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My text book reads

If a particle is acted upon by the forces which are conservative; that is, if the forces are derivable from a scalar potential energy function in manner $ F=-\nabla V $.

I was just wondering what may be the criteria for force to be expressed as negative gradient of scalar potential energy and HOW DO WE PROVE IT?

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Your Question all but includes the right search term for an Answer from Wikipedia, "Conservative Forces", which gets you to http://en.wikipedia.org/wiki/Conservative_Forces. There's even what you ask for, a proof. There's also another link to http://en.wikipedia.org/wiki/Conservative_vector_field, which gives some quite good visualizations that will probably help. Loosely, there mustn't be any vortices in the force field for there to be a scalar potential energy that generates the force vector field as $\nabla\!\cdot\!\phi(x)$.

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That is the definition of a force. In my opinion, we assume Energy, Space, Momentum and Time as fundamental and build the theory of mechanics based on these quantities.

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No, that is not the definition of force. Only certain forces can be represented as the gradient of a potential. That's what the question was about. –  Mark Eichenlaub Oct 30 '11 at 10:51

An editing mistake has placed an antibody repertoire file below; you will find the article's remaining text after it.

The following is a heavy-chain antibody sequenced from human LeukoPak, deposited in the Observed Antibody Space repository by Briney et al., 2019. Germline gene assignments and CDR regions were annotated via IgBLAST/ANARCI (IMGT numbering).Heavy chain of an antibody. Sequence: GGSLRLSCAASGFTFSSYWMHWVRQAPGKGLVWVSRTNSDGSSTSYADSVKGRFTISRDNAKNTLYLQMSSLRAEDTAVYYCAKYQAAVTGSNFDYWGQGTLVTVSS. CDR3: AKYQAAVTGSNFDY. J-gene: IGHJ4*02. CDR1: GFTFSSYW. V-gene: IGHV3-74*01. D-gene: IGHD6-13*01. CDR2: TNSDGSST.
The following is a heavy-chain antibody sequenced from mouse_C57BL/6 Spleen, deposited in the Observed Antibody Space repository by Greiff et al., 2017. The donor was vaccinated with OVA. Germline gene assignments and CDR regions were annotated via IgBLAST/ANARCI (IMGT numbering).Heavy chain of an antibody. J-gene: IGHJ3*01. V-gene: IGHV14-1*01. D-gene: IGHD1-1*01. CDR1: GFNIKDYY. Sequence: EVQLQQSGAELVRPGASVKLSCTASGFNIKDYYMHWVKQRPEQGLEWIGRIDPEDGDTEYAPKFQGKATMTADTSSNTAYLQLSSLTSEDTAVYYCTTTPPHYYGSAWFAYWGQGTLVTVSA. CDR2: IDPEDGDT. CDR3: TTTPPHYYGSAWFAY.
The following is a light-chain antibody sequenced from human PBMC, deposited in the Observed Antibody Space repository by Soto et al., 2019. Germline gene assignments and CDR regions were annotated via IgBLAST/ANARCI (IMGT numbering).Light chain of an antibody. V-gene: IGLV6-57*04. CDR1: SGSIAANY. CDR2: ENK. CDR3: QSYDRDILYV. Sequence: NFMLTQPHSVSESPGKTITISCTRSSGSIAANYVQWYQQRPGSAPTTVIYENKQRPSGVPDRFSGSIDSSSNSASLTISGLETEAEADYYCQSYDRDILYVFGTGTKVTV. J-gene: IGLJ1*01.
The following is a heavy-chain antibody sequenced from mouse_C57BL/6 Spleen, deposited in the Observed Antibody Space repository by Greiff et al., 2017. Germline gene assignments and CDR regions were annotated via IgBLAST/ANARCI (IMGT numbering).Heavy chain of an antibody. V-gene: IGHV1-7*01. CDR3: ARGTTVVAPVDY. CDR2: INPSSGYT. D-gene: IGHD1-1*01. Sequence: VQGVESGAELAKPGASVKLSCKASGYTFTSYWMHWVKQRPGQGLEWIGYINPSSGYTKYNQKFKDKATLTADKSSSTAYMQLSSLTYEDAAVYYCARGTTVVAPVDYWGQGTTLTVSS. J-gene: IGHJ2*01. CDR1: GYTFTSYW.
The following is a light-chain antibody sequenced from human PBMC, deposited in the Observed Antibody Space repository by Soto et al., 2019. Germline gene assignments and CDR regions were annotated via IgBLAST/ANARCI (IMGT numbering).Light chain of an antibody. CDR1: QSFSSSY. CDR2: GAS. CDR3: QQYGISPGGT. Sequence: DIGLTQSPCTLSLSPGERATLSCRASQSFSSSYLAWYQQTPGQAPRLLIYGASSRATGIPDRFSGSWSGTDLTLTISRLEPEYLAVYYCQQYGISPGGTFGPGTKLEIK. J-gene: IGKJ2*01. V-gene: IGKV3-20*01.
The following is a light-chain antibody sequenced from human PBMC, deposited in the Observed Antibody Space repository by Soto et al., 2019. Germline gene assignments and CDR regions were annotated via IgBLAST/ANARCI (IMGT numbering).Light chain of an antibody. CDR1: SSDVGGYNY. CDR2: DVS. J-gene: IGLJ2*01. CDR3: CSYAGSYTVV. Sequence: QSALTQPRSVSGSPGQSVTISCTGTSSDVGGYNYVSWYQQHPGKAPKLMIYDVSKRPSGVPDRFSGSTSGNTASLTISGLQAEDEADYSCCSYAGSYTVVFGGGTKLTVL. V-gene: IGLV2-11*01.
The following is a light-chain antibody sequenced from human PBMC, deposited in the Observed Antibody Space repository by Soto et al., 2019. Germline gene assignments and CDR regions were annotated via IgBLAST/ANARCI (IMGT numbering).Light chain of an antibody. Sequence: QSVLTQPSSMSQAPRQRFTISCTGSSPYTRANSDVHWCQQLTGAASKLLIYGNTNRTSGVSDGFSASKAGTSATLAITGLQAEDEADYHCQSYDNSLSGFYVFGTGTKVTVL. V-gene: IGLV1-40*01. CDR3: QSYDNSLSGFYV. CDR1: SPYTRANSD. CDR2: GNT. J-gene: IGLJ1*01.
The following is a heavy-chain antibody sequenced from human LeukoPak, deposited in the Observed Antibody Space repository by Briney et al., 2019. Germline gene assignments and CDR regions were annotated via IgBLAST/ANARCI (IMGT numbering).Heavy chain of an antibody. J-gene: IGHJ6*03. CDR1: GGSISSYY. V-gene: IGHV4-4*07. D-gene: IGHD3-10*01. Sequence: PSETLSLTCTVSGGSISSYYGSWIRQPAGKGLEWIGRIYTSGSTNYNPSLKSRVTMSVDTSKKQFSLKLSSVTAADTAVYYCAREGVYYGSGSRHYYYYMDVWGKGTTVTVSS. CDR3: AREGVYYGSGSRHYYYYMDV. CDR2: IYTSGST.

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The force field indeed must be conservative, and this is the criterion for your ability to express force in terms of potential energy. To test this let a force field (in 2D for simplicity) be given by $$F=f_i+g_j$$ where $f$ and $g$ are functions of $x$, $y$ then the partial differential of $f$ with respect to $y$ must be equal to the partial differential of $g$ with respect to $x$. This is a general result in mathematics, to test for conservative vector fields.

In the case of a simple Newtonian gravitational field, $$f=GmMx/(x^2+y^2)^{3/2}$$

Integrating with respect to $x$ yields $-GmM/(x^2+y^2)^{1/2}+C(y)$, where $C(y)$ is the constant of integration. Differentiating this result with respect to y yields $GmMy/(x^2+y^2)^{3/2}+dC(y)/dy$. Equating this to $g$ let us compute $dC(y)/dy=0$ and therefore $C(y)=C$, where $C$ is a constant independent of $x$ or $y$.

Hence the potential energy is given by $$Ep=-GmM/(x^2+y^2)^{1/2}+C$$

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